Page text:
Teaching In Today's Environment
By Mark Harman, USGTF Contributing Writer

Years ago, the only way lessons were given was for a student to show up on the driving range and an instructor would dispense advice after seeing a few balls hit.  This was usually accomplished by fixing, or attempting to fix, the student’s most glaring visual flaw.  Sometimes it worked, sometimes it didn’t.

As the video recorder age came about in the 1980s, it allowed teachers to break down the swing frame by frame.  The emphasis became fixing not only the most glaring visual fault, but trying to correct as many as possible during the allotted time.  While instructors knew about the ball flight laws, their knowledge was incorrect, as it was taught that the clubhead path through impact determined the ball’s starting direction.  We know now that this is wrong, that the clubface angle mainly determines the starting direction.  But with incorrect knowledge and methodology in full force, some players improved, but many didn’t.

Today in 2020, any student who wants to go see a teacher who has a launch monitor can usually find one within a reasonable drive of their home.  Teachers who use launch monitors focus less on what the swing looks like and more on what the numbers say.  We’ve seen this manifest itself on the pro tours, where Matthew Wolfe’s homemade swing makes Jim Furyk’s look downright conventional.  But Wolfe’s teacher, George Gankas, was astute enough to know he had a talent on his hands who could repeat his swing  time and time again. And since Wolfe could repeat the numbers, no changes were necessary.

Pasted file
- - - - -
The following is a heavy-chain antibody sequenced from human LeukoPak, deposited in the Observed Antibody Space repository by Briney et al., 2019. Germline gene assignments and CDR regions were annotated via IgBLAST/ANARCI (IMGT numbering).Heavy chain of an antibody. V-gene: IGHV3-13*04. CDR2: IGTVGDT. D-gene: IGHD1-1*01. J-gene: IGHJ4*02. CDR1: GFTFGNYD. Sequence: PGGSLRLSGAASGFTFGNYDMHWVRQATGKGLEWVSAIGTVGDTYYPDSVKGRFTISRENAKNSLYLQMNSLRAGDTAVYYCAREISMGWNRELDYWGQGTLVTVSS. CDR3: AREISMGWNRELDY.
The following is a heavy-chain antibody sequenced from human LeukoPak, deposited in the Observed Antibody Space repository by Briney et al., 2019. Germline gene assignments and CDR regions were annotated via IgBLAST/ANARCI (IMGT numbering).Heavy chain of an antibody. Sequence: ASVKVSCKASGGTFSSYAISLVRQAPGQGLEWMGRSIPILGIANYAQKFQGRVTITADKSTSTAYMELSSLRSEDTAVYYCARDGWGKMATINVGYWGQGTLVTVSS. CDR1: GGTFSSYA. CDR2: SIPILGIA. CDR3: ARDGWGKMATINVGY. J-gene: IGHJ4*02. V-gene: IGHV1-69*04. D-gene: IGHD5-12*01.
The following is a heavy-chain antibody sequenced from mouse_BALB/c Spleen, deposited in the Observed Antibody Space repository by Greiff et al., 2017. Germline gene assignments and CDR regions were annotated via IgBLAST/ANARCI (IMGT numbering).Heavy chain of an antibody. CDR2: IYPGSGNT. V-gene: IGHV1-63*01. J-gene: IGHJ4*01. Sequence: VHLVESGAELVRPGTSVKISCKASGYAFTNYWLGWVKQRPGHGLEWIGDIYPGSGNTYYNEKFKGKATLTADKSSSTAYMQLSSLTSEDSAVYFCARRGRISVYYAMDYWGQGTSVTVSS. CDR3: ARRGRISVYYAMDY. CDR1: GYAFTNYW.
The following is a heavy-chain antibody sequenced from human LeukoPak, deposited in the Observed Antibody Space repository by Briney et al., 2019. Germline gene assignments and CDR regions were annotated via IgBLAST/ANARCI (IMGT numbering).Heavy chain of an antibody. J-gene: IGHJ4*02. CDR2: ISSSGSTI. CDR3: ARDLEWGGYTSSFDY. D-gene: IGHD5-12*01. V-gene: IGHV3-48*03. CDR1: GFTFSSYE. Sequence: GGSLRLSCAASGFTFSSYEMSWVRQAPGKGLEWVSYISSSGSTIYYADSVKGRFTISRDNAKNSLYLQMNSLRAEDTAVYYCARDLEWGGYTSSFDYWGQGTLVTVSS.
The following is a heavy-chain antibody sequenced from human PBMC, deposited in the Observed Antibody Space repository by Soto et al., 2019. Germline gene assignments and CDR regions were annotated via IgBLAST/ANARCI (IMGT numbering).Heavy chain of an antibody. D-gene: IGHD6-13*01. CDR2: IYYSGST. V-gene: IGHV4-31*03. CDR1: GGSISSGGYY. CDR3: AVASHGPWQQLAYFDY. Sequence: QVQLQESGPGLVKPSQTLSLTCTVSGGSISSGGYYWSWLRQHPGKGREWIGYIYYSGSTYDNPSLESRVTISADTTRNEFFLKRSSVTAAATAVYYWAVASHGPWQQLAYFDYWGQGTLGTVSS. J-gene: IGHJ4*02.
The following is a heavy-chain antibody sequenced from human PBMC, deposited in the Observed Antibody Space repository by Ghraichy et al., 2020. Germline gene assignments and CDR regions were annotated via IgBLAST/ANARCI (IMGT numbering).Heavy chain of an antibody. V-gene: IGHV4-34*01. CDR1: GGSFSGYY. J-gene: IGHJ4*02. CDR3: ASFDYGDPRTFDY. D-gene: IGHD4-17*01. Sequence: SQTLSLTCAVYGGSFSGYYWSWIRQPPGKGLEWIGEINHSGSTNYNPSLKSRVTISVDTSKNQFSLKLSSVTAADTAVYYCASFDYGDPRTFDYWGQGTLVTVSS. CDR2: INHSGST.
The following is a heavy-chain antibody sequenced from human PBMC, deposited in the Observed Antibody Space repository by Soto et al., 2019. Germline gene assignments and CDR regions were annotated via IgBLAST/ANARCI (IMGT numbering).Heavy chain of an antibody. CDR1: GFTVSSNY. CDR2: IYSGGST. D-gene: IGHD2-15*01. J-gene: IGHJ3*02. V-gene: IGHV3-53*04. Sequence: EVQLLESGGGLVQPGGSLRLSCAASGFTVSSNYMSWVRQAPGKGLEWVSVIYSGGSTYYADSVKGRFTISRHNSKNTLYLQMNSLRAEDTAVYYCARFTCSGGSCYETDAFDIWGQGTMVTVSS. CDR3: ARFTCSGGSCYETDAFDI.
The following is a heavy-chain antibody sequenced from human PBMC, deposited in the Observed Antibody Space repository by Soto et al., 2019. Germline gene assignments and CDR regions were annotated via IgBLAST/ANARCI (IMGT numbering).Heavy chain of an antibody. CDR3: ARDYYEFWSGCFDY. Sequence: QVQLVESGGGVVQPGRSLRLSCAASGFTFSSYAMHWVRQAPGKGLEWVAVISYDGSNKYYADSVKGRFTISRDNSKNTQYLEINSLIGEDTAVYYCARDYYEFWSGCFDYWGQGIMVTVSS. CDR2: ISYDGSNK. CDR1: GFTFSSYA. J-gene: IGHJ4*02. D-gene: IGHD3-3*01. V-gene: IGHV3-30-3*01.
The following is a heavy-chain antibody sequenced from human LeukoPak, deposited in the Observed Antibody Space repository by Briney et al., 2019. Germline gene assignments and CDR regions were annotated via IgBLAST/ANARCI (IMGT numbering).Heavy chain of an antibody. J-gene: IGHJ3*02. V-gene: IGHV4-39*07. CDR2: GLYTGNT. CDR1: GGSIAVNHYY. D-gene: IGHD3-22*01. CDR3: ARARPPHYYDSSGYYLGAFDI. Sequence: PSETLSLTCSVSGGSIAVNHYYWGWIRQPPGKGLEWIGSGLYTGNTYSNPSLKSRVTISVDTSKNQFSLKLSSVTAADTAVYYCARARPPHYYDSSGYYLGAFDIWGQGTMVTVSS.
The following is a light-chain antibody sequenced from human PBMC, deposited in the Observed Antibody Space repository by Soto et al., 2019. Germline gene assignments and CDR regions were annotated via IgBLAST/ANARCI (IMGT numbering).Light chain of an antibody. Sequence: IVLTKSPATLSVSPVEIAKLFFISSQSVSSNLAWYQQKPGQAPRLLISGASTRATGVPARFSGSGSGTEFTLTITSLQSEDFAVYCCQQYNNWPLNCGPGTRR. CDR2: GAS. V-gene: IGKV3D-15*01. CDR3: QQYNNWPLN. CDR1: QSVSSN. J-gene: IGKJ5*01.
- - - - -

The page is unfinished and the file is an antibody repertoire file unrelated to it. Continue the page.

While it’s not mandatory to have a launch monitor to teach, it’s becoming almost crucial.  The days of a teacher going to the range to help someone without any technology are fast coming to a close.  While most every teacher has access to a video system through their smartphone, it also wouldn’t hurt to invest in launch monitor technology.  Any teacher who plans on teaching making a full-time career of it must have it to be competitive.  Part-time teachers who can’t recoup a large investment should at least look into lower-cost options, such as FlightScope’s mevo, which is around $500.

The golf teaching industry has always evolved and will continue to do so.  Teachers who stay current have the best chance of succeeding.
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